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Super payments in breach of legislative requirements - ATO's discretion


Where a superannuation fund (including a Self Managed Superannuation Fund) makes a payment to a member where the payment (“the unauthorised payment”) is in breach of the payments standards, the payment will be included in the assessable income of the member and taxed in the member’s hands at the member’s marginal rate of tax.  The payment is expressly excluded from the favourable taxation treatment which applies to superannuation lump sums.  This is the result of s304-10(1) of the Income Tax Assessment Act 1997.

Unauthorised payments can occur in a variety of situations such as:

  • paying a benefit to a member when they have not satisfied the cashing restrictions of the applicable condition of release (ie paying out a benefit to member before age 55 on the basis of being then retired)
  • paying a greater portion of a member’s benefit than permitted by the SIS Regulations
  • cashing out a pension when the pension cannot be cashed out (ie commutating a non-commutable pension)

However, the ATO (or more legally correct, the Commissioner of Taxation) has a discretion (conferred by the relevant legislation) to treat all or part of the payment as a normal superannuation benefit.  The ATO will only exercise this discretion if the Commissioner would think it unreasonable to include all or part of the unauthorised benefit in the assessable income of the member. This discretion is conferred by s304-10(4) of the Income Tax Assessment Act 1997.

The ATO has recently released (in draft form for comment) a statement (officially called - Practice Statement Law Administration PSLA 2021/D3) as to the principles which the ATO proposes to apply when deciding whether to exercise the discretion to treat all or part of the payment as a normal superannuation benefit.

The principles include the following:

  • The control the member had over the making of the unauthorised payment

If the unauthorised payment was made in circumstances outside of the member’s control - this will be a significantly favourable factor in the case of members of large retail/industry funds - as the member has no control over the operation of the fund.  Unfortunately in the case of SMSFs the member will have been involved in the control of the fund, so the unauthorised payment will be within the effective control of the member

  • The involvement of the member in the making of the unauthorised payment

If the unauthorised payment arose because of inaccurate or misleading information provided by the member to the trustee of the fund, irrespective of whether the fund is an SMSF or retail/industry fund, it is unlikely the ATO will be inclined to favourably exercise the discretion.  If the inaccurate or misleading information was provided by a third party and the trustee could reasonably rely on the information - in this situation the ATO may be favourably inclined to exercise the discretion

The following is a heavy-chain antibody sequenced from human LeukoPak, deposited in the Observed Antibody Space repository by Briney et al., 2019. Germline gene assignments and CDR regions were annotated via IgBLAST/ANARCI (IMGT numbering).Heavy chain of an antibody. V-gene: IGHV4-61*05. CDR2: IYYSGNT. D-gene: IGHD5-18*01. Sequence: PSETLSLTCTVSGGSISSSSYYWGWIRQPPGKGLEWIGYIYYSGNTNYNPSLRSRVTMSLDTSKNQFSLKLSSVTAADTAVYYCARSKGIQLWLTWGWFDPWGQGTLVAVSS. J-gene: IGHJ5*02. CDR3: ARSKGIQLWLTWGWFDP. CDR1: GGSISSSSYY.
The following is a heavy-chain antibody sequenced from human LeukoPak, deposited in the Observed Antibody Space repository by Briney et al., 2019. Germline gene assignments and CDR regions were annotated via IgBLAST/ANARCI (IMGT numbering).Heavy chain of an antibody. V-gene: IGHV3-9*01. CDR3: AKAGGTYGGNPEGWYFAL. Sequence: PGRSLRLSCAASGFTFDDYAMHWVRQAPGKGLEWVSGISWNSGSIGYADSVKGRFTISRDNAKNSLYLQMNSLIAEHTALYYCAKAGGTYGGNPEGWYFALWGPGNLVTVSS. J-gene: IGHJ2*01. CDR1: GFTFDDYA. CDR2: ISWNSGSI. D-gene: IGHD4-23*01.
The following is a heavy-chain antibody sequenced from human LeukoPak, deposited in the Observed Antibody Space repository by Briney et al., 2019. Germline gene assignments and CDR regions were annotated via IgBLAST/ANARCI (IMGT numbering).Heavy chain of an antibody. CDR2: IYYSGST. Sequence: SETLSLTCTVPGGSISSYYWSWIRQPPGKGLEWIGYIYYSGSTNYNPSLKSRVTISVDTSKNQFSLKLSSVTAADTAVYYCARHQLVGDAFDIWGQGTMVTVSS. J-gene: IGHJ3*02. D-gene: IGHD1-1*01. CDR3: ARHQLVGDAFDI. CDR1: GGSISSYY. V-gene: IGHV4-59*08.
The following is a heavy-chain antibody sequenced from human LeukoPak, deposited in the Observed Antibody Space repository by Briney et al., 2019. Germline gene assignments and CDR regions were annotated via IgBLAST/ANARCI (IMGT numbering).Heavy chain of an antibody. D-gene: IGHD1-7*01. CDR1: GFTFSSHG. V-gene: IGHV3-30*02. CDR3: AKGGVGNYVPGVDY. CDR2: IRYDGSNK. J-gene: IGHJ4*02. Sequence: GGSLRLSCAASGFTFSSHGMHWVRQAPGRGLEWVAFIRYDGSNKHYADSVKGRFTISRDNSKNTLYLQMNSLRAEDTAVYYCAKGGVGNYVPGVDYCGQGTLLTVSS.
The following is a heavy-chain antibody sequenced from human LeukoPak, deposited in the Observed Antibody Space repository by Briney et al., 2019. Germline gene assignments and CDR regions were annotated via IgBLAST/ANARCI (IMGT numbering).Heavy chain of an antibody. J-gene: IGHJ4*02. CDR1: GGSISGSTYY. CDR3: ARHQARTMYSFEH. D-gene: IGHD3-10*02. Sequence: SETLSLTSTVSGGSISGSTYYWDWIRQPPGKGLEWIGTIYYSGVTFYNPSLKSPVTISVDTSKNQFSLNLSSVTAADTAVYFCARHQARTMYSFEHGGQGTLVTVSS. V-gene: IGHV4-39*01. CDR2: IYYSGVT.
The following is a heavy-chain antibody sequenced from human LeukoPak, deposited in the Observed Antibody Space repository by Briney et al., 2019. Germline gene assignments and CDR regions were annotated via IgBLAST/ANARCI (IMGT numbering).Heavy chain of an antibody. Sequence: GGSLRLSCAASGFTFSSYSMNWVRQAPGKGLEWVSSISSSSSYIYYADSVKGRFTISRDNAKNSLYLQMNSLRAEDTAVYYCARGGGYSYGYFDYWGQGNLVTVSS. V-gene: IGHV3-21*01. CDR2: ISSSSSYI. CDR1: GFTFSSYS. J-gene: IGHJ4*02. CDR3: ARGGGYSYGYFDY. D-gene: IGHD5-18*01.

• Financial hardship or business necessity to justify the unauthorised payment

The ATO is likely to take the view that there could be any justification for an unauthorised payment

  • Whether the payment has been returned to the fund

The ATO is likely to take the view that the egg has already been broken and the Humpty-Dumpty option will not fly even if the cow jumped over the moon.  The ATO is likely to take the view that regulatory consequences of the unauthorised payment crystallise at the time of the payment.  Events post the payment are not relevant and do not undo the crystallised regulatory consequences.

What happens if the ATO exercises its discretion?

If the authorised payment was, say, $60,000 and the ATO exercised its discretion to treat $20,000 as not being caught by s304-10(1) what is the taxation treatment of the $20,000?

According to the ATO, the $20,000 will be treated as and taxed as a normal superannuation payment.

  • The precise tax treatment will be dependent on whether the member, at the time of payment, had not attained their preservation age, had attained their preservation age or had attained age 60.
  • Further the tax-free component and the taxable component of the $20,000 will be determined based on the tax free/taxable component split of the superannuation interest from which the payment was made.

Could there be another taxation treatment?  Is there a vibe?

Sections 304-10(1) and s304-(10)(4) are both set out in Division 304 of the Income Tax Assessment Act 1997.  This Division applies despite the Division 301 (which taxes superannuation member benefits), Division 302 (which taxes superannuation death benefits) and Division 303 (which taxes special types of superannuation benefits).

If Division 304 applies despite Division 301, does this have the result that any favourable exercise by the ATO of the discretion conferred by s304-(10)(4) mean that the portion of the unauthorised benefit (in our example $20,000) treated as not being subject to s304-10(1) is not taxable? 

The operative effect of the favourable exercise of the discretion would be that “you do not have to include the amount (ie the $20,000 amount) in your assessable income”?  Unfortunately, the mind of the ATO seems to be fairly made up that the $20,000 amount would still be taxable under Division 301.  But, nevertheless, there does seem to be vibe for an argument.

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